Synopses & Reviews
Many young women today consider "feminism" a dirty word, an antiquated term that hasn't expanded to accommodate the diverse needs of a new generation. In addition, decades of negative campaigns, excessively "messaged" issues, and hanging chads have all combined to make political apathy appear not only smart, but also sexy. The result is that while they still bemoan the state of gender politics, gender equity, and the agendas of their local, state, and national politicians, nearly 19 million young women chose not to vote in the last election. Yes, the face of feminism is changing, but to what end? Is a new generation taking for granted the rights hard-won only a generation before? And by focusing on cultural not electoral politics, are women today giving their power away?
In this pivotal book, Kristin Rowe-Finkbeiner, environmental and political consultant, asks these critical questions, tracing feminism's distinguished past and exploring new developments in American political history, asking what can be done to protect and further women's rights and freedoms. The F-Word is truly an astonishing look at the tenuous state of women's rights and issues in America, and a call to action for the young women who have the power to change their situation.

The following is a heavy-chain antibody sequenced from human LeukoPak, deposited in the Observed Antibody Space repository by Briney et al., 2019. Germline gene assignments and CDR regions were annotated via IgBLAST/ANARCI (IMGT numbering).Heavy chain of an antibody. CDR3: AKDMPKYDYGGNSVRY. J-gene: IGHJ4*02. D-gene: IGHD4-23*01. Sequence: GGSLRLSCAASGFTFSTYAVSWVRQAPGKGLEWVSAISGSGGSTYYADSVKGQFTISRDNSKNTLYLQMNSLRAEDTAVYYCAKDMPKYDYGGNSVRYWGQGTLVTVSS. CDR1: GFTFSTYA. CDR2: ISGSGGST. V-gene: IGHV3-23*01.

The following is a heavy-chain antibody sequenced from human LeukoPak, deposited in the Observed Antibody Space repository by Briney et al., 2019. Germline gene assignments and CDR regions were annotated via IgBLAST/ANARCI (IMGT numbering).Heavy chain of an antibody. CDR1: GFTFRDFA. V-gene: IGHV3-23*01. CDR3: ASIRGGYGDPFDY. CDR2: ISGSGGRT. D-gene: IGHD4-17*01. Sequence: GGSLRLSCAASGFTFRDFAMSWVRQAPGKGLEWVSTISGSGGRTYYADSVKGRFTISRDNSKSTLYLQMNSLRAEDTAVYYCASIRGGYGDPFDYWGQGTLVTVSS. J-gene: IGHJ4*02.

"The F-Word offers insightful analysis that shows how women are still far from equal economically and politically. Go vote!" Joan Blades, cofounder of MoveOn
"Quick, buy The F-Word book so Susan B. Anthony can stop spinning in her grave!" Arianna Huffington, author and political commentator
"Look out young women can rule the world. This book reminds us that feminist ideals and hard won rights are important." Krist Novoselic, author of Of Grunge & Government and former bassist of Nirvana
"Through careful research and smart insights, The F-Word proves that young woman aren't politically disengaged. It's simply a great read." Amy Richards, co-author of Manifesta
"Well-written and impressively researched, this book thoroughly demolishes the myth that the goals of the women's movement have been achieved." Ann Crittenden author of Price of Motherhood
Only 18% of women under age 24 vote, compared to 53% of women over 35. Contemporary feminism has been featured recently in the New York Times, Newsweek, and on MSNBC, among others, and in an HBO film honoring women who fought for the right to vote. Reading group guide included.